Following a young American Korean man in Seoul in the aftermath of his girlfriend’s incomprehensible suicide, Wiley’s poignant, captivating novel is a powerful reflection on family, sense of belonging and the secrets we keep from those we love.
When the Seoul police inform Min that his girlfriend Yu-jin has taken her own life, he’s sure it can’t be true. She was successful, ambitious, happy, just on the cusp of graduating from university and claiming the future she’d always dreamed of.
Min, on the other hand, born to an American father and Korean mother, has never felt quite the same certainty as Yu-jin about his life’s path. After growing up in California, where he always felt ‘too Korean’ to fit in, he’s moved to Seoul, hoping that exploring his Korean heritage will help him find a sense of purpose. And when he meets Yu-jin, little does he know that their carefree relationship will set off a chain of events with tragic consequences for them both.
Devastated by Yu-jin’s death, Min throws himself into finding out why she could have secretly wanted to die. Or did she? With a controlling and powerful government official father, and a fraught friendship with her alluring and destructive roommate So-ra, Yu-jin’s life was much more complex than she chose to reveal to Min. And the more he learns about her, the more he begins to doubt he ever really knew her at all.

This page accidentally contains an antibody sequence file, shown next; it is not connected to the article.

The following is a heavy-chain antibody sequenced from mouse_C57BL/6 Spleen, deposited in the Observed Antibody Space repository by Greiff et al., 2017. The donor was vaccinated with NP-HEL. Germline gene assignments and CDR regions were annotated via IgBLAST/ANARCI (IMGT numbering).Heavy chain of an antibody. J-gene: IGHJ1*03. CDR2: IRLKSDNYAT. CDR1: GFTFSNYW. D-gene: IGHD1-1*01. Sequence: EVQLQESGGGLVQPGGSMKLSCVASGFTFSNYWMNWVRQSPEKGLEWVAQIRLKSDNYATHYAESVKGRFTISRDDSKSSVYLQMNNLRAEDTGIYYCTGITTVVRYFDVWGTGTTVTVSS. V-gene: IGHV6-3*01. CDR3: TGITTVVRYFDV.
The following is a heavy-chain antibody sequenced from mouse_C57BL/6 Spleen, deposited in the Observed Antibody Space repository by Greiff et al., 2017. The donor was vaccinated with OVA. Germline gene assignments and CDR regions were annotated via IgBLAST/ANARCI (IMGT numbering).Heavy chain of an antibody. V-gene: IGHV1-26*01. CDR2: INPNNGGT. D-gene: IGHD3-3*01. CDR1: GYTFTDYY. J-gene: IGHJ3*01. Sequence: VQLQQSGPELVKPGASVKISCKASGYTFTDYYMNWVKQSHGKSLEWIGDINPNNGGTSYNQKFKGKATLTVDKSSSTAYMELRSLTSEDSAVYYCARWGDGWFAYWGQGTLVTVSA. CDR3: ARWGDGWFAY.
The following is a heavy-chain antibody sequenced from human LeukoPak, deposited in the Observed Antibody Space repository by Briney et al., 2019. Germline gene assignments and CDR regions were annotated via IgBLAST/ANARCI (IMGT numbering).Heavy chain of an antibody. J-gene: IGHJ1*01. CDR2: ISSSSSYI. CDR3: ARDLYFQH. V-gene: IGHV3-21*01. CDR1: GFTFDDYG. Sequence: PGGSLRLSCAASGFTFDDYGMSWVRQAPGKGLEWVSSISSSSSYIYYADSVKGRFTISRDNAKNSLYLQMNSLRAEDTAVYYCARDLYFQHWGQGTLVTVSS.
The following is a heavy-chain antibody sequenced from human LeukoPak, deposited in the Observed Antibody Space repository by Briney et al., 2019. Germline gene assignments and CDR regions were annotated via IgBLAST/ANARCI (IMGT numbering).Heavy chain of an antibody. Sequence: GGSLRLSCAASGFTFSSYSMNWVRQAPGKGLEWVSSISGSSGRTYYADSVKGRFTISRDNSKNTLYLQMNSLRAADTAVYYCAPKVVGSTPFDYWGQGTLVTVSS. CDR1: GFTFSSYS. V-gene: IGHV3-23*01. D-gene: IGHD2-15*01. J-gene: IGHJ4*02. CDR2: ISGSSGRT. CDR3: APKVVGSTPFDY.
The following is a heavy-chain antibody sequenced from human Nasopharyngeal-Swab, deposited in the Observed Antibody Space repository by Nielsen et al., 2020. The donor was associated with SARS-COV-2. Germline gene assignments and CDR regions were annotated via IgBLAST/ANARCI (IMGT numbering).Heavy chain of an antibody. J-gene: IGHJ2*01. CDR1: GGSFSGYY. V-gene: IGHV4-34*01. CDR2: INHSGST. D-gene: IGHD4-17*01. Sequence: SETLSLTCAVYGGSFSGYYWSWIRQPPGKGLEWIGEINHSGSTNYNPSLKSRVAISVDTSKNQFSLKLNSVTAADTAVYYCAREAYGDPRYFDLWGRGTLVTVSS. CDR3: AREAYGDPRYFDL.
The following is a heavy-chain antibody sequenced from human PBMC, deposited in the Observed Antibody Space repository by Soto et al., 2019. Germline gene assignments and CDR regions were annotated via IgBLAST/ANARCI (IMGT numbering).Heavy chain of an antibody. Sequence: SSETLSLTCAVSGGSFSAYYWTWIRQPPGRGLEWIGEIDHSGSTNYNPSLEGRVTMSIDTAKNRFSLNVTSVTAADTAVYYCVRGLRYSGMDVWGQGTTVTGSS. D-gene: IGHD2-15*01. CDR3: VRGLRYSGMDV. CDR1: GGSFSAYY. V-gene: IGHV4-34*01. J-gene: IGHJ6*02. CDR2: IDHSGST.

All begins to go off track when Yu-jin is matched by an algorithm with So-ra for a roommate with a 98% probability of success. As Yu-jin begins to discover and reinvent herself and as her attraction to her independent and strong-willed roommate grows, her father’s scrutiny increases. Crushed by familial and cultural judgments, Yu-jin dies of a suspected suicide early on and Min is determined to find out the truth behind this desperate act. Told in alternating chapters – Yu-jin’s and Min’s – the book questions how well any of us really know each other. The yearning for a more authentic self is shared by both, although Min’s chapters tend to pale compared to Yu-jin’s, who is the more interesting character. The glue that holds Min and Yu-jin together takes time to understand, as these two outsiders recognize something in each other.
In this gorgeous, poignant meditation on identity, love, and desire, Soon Wiley illuminates the liminal state of being biracial, of belonging but not, of desperately wanting the world to let you be as you are.
Publisher: Simon & Schuster Ltd
Number of pages: 368
Available at Waterstones, WHSmith and Book Depository